How awful. I'd hate to think that it really happened. But you have such a power imagination and succh a powerful way of writing...I could see Shirley and her father burning like torches...falling into blackened corpses together...

Posted 5 Years Ago


1 of 1 people found this review constructive.

I love how you seamlessly blend history with poetry and narrative storytelling. Combined, they weave a tapestry of unimaginable beauty. No matter how morbid nor tragic the tale, your words and your works are an inspiration.

Linda Marie

Posted 7 Years Ago


1 of 1 people found this review constructive.

A riveting tale in rhyme. It flows along so smoothly in spite of the horrific events. You have touched on so much reality in tis piece. The reactions of young boys to Shirley's abuse was a typical reaction that even adults displayed and that is why so many of us wouldn't tell anyone, for fear of being accused of lying and/or laughed at, or beaten. Obviously you have grown to know the truth and have shown compassion in this write. When you first mentioned the petrol I suspected that Shirley was set ablaze. But never guessed the twist of poetic justice, or irony when she took her abusive dad with her. Great write as always, my friend.

Posted 7 Years Ago


David, this one gave me the chills. Your expression and having been in England before Australia your tales seem to combine truth with ideas from your brilliant mind..You are a master of tales Mate and I am proud to have you as a friend..loved this one,,God bless..Kathie

Posted 7 Years Ago


1 of 1 people found this review constructive.

I was marginally familiar with Guy Fawkes day, and burning him in effigy on November fifth, but did not know of the other elements of the observance. When Shirley gor into the suit, though, i had a foreboding of what was to come. As is your wont, David, ghastly, told with consummate skill!

Posted 7 Years Ago


1 of 1 people found this review constructive.

You always capture me from the first sentence and pull me right along through the history, the moral dilemma, the sinister ending, and the classic twist.......you rounded this out nicely by ending with the photo in the book, just as you started. I was not familiar with the event you were commemorating (surprise!:) but I was captivated by it none-the-less. Excellent tale once again!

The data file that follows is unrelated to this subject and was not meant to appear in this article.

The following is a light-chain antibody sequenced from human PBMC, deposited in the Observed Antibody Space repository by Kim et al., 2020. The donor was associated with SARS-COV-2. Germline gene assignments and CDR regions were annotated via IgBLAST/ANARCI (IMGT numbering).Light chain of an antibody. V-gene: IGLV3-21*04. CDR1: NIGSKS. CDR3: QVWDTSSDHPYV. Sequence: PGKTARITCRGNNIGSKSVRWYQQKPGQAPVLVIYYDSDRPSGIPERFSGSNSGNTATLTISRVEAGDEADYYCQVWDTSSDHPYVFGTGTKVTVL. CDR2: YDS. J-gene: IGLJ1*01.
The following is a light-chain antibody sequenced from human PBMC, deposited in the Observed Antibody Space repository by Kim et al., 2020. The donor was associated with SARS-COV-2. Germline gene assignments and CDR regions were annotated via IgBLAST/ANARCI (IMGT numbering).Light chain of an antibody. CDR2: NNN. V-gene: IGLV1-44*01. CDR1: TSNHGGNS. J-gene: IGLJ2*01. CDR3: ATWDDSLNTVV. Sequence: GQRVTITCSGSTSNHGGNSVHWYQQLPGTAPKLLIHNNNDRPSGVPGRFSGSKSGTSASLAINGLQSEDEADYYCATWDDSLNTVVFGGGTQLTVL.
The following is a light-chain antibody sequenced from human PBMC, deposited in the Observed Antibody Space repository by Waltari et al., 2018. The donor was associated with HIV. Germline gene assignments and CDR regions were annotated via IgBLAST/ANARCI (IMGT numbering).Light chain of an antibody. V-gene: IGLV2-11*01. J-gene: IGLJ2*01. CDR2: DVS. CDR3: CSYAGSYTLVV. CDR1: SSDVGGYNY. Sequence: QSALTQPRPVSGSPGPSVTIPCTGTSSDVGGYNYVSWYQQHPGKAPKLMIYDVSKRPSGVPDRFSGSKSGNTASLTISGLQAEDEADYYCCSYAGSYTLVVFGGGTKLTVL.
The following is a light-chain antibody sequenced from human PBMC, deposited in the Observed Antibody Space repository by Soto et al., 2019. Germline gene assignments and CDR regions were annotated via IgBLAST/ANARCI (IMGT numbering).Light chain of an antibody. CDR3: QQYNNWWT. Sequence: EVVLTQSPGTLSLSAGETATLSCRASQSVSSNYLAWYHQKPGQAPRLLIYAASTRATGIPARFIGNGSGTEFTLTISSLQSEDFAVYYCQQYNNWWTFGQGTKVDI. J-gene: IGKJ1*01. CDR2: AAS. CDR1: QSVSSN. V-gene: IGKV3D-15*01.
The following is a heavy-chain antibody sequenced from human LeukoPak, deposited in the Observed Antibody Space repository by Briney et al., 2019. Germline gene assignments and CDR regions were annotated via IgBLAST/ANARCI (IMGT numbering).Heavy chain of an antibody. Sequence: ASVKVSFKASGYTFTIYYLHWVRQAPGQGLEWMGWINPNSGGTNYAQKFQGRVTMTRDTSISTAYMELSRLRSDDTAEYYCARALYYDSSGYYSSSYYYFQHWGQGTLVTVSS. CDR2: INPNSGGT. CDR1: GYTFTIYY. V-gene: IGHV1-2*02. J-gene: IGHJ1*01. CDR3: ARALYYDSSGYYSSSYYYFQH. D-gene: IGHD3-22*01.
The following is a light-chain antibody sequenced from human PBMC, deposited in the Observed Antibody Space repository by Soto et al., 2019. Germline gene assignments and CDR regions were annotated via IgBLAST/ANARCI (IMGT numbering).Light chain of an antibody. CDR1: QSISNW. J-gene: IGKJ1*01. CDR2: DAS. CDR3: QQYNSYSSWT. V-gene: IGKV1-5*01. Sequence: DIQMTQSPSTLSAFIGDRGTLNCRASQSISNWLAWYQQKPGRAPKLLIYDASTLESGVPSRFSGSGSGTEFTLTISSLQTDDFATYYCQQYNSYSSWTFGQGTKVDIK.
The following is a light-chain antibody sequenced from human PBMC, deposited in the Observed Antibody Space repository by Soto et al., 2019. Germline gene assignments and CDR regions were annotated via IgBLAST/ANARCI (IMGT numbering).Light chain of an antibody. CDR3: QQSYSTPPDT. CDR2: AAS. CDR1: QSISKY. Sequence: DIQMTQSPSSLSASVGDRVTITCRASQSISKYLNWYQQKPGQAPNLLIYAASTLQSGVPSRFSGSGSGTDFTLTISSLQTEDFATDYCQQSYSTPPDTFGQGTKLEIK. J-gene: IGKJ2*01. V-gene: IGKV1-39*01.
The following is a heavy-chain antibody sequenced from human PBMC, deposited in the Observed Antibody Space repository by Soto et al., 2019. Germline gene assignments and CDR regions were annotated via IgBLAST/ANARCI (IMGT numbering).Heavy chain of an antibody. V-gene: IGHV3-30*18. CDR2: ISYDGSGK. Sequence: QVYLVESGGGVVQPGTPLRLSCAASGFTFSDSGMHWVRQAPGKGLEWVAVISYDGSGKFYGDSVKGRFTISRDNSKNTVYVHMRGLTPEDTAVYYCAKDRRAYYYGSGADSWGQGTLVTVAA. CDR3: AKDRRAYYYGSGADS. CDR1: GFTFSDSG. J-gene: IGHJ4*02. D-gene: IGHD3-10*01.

Posted 7 Years Ago


2 of 2 people found this review constructive.

Congratulations on a profound read. You mixed history with the follies of mankind as well as the atrocities grown-ups inflict on children. You added a touch of righteous justice along with a taste of the bizarre. The photo touch added realism to the entirety of the piece making the story totally believable. One of your best.

Posted 7 Years Ago


2 of 2 people found this review constructive.

Great job for several reasons. Firstly, I like the insight into your history and the way the photo takes you and the reader into a the personal reality of what is now history. 1946 and all that seems and is a long time off now, but the guy ceremony takes us even further back into England's psyche. I like the sense of separation from old friends, too, the wistfulness of it. I also like the way the poem turns dark when it touches on bad things that were once covered up, or just not spoken of. And there is drama in the ending. But above all the poem is a trigger for me in that it evokes memories of Nov 5ths from the 1950s and 1960s ... I recall building the bonfires for weeks before, all kinds of stuff going onto them. And I recall nicking fireworks from a corner shop and doing all kinds of mad things with them. And of course the blaze itself. Some of my happiest memories. Fire, explosions, smoke and danger, and a 'Roman Candle' was a far from innocent name for a brightly coloured firework.

Posted 7 Years Ago


2 of 2 people found this review constructive.

Oooooh That chilled me to the bone....guessed half of what was going to happen by verse 6 but the twist at the end is your trademark.

Posted 7 Years Ago


2 of 2 people found this review constructive.

Well told.
You never disappoint me for a good story, thats for sure.


Posted 7 Years Ago


1 of 2 people found this review constructive.


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Added on December 7, 2009
Last Updated on June 28, 2012

Author

David Lewis Paget
David Lewis Paget

Moonta, South Australia, Australia